As Student Interest Grows in Public Service, Law School Expands Opportunities

As Student Interest Grows in Public Service, Law School Expands Opportunities
Sarah Galer
University of Chicago News Office
September 13, 2010

After seven years doing music therapy for emotionally disturbed children in New York, Amy Bobo decided to attend law school so she could better address issues of mental health services and immigration that she had encountered in her job.

Bobo, a rising 2L at the University of Chicago Law School, is part of a growing trend of law students who choose to pursue public interest career opportunities. Helping students along that path is a top priority for Law School Dean Michael Schill. Even before he started his tenure at the Law School in January, Schill had resolved to expand and formalize the school’s public service programs, which he feels should thrive in the Law School’s educational environment.

Schill said the unusual diversity of political views at the Law School offers a unique training ground for students pursuing careers that touch on issues of public concern.

“Here, you get to sharpen your teeth on ideas that you don’t agree with,” Schill said. “It makes you so much better analytically to be taught by professors who are of a different political persuasion and to interact with students who don’t agree with you ideologically. It resonates with the University mission, which is to seek truth wherever it lies.”

Schill plans to enhance the Law School’s existing public service offerings by growing its public interest curriculum, career guidance, financial support, clinical, and pro bono opportunities. He said the effort also includes helping to funnel more scholarly research to public policy decision-makers.

This year alone, the Law School has doubled the number of students working in summer public interest law, with more than half of rising 2Ls choosing a public interest summer internship – all supported by the Law School’s fellowship programs. The increasing student interest in public sector experience often is explained as generational enthusiasm and a result of the changing private sector economic landscape.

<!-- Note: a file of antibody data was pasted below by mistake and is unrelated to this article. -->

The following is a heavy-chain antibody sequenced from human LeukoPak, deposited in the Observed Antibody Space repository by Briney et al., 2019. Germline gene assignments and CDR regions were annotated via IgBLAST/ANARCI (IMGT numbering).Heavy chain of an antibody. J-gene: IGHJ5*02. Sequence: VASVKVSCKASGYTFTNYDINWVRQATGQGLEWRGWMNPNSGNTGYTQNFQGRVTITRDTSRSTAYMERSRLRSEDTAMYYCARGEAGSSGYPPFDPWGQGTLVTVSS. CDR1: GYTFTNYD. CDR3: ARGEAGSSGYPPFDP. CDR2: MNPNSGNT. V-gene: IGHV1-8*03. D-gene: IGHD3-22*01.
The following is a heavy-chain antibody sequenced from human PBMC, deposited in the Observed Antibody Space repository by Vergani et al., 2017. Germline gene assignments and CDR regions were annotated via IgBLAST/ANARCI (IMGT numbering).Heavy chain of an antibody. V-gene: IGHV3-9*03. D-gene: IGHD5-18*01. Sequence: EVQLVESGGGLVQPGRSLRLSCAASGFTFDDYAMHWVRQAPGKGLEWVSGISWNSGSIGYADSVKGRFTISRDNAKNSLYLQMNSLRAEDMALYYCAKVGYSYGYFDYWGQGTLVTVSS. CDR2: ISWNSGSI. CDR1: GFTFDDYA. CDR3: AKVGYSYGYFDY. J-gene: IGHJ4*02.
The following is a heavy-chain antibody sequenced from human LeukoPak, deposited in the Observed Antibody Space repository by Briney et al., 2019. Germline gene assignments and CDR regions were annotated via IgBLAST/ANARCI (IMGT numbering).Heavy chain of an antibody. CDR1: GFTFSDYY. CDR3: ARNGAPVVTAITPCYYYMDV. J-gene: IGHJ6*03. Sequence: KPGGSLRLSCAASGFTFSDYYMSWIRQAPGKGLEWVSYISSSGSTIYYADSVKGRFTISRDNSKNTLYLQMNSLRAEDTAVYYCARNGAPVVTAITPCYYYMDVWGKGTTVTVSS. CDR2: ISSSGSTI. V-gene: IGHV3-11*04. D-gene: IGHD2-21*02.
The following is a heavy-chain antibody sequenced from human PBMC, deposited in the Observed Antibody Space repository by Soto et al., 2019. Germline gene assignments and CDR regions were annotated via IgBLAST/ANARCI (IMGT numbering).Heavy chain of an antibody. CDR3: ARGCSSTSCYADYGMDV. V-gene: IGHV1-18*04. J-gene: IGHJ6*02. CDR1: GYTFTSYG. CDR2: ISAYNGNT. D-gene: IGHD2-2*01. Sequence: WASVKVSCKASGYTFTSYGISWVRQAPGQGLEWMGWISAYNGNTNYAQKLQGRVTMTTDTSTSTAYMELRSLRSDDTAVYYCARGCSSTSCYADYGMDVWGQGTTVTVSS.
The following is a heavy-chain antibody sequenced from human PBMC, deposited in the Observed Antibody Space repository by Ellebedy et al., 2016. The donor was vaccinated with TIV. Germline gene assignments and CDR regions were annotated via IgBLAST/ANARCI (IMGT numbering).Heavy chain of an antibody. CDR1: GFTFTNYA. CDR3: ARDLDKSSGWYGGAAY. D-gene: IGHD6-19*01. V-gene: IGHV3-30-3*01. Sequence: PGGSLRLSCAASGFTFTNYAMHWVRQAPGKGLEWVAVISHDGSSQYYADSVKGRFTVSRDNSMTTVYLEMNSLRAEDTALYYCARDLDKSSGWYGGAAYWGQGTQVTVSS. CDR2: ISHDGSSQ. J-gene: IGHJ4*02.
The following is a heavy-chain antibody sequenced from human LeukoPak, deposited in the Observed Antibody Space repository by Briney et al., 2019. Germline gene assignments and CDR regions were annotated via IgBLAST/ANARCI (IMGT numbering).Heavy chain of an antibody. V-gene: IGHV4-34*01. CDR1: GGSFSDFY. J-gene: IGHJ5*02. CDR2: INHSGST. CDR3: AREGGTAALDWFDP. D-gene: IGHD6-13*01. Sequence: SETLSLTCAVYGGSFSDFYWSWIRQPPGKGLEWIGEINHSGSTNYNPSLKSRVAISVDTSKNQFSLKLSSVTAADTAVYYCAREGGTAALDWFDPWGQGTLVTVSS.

Bobo secured an internship at the Illinois Coalition for Immigrant and Refugee Rights after meeting the policy director at a Law School event. Although many students like Bobo know before coming to the Law School that they want to pursue careers in public service, the school also hopes to expose its private sector-bound students to the benefits of a public service experience.

As a first step in this new initiative, Schill brought on leading public interest legal expert Susan Curry as Director of Public Interest Law and Policy to help fine-tune and implement the Law School’s new goals.

“This Law School believes that a public service program is important because of the enormous benefits it can generate,” said Curry, who was the Executive Director of the Public Interest Law Initiative until she joined the Law School in July.

“These types of programs offer critical support to public service agencies trying to meet needs, offer hands-on training opportunities to law students, provide critical networking opportunities, and enhance the Law School’s ties to the community,” Curry said.  She said such programs also “instill in students a sense of professional responsibility in helping achieve access to justice for all.”

The Law School hopes that more formalized efforts will help instill all of its students with a greater understanding of the need for public service, like that which already drives Bobo.

“A lot of my colleagues in music therapy were actually from other countries,” she said. “Anyone who wanted to stay and practice had a really difficult time getting through the system to get their green card or to get sponsored. And these were people with means, education, and resources. What about all those other people who don’t have those resources?”

Faculty: 
Michael H. Schill

Comments

expanding public interest law exposure and opportunities

Great to see this happening. Not much was available to the class of '67 except through the legal clinic. Having been involved with legal programs providing help to the developmentally disabled, and a law school clinical program providing the same, and seen these programs' funding cut off or changed, I would suggest that students and their advisers make sure they understand how their generally low-paying work does not translate easily into big or even middle and small regular practice jobs when the funding goes.